In one embodiment, drift detection control logic 206 and phase to digital converter 202 as well as the configurable replica delay elements 204 are comprised of digital circuits such as CMOS logic that consumes power only when the CMOS logic is operated, thereby obviating the need to turn off the drift detection circuit 136 separately when it is not used, for example, during normal data transport between the memory device 104 and memory controller 102. Such digital circuits may be beneficially used in the drift detection control logic because a slow clock signal 150 that is more compatible for use with a digital circuit is used to determine phase drift in the memory device 104.

FIG. 4 illustrates a phase to digital converter used in the drift detection circuit of FIG. 2 in more detail, according to one embodiment. Phase to digital converter (PDC) 202 includes PDC control logic 406, digital phase mixers 402, 404, and a phase detector 412. Phase mixer 402 receives slow clock 150 on link 135 and phase mixer 404 receives the delayed slow clock 208 generated by delaying the slow clock 150 with the selected delay element 304, 306, 308, 310, 312. Phase mixer 402 adjusts the phase of the un-delayed, slow clock 150 under control of phase control signal 414 to generate a phase-adjusted slow clock 408, and phase mixer 404 adjusts the phase of the delayed slow clock 208 under control of phase control signal 416 to generate a phase-adjusted delayed slow clock 410. Phase detector 412 determines whether the phase-adjusted slow clock 408 and the phase-adjusted delayed slow clock 410 are substantially in phase, and provides an indication 418 to PDC control logic 406 that the phase-adjusted slow clock 408 and the phase-adjusted delayed slow clock 410 are in phase.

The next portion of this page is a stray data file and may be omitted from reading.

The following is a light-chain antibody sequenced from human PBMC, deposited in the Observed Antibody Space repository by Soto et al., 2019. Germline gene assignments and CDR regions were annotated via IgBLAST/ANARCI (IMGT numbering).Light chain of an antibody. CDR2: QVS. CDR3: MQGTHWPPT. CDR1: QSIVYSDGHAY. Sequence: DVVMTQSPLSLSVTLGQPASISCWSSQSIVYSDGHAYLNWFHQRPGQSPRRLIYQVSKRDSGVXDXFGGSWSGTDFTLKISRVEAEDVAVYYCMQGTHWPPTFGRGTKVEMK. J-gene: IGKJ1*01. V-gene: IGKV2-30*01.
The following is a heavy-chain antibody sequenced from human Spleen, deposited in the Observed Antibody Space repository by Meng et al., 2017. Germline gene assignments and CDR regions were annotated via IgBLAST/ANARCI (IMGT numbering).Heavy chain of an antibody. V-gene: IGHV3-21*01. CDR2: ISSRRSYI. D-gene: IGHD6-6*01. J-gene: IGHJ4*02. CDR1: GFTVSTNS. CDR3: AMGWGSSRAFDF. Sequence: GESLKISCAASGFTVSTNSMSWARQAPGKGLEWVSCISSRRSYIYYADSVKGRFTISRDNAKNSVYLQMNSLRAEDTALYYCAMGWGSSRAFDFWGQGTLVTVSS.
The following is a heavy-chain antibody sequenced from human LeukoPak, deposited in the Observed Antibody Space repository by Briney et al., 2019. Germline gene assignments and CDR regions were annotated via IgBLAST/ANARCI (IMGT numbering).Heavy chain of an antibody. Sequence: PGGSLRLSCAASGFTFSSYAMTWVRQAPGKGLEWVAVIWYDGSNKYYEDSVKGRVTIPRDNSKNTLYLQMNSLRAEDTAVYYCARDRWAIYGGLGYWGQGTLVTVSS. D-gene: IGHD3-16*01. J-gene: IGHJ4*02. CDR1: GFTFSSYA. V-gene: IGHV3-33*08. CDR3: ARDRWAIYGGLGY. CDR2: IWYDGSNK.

PDC control logic 406 keeps track of the phase control signals 414, 416 it used. When PDC control logic 406 receives the indication signal 418 that the phase-adjusted slow clock 408 and the phase-adjusted delayed slow clock 410 are in phase, it determines the differences in the phase adjustments 402, 404 it caused to slow clock signal 150 and delayed clock signal 208 to determine a digital value corresponding to the differences in the phase adjustments 402, 404. Because the phases of the slow clock signal 150 and delayed clock signal 208 that were originally out of phase are adjusted by phase mixers 402, 404 to be in phase according to the phase adjustment signals 414, 416, the difference in phase adjustment signals 414, 416 used when the phase-adjusted slow clock 408 and the phase-adjusted delayed slow clock 410 were made to be in phase would represent the phase difference between slow clock signal 150 on link 135 and delayed slow clock signal 208. Thus, the PDC control logic 406 can determine the difference in phase between these digital phase adjustment signals 414, 416 as a digital phase difference value 214, representing the phase difference between the slow clock signal 150 and delayed slow clock signal 208. Phase drift in the slow clock signal 150 can be eventually determined by comparing the digital phase difference value 214 with another digital phase difference value previously obtained. While FIG. 4 illustrates one embodiment of how the phase to digital converter 202 may be implemented, other ways of determining a phase difference between slow clock signal 150 and delayed slow clock signal 208 in the form of a digital value may be used.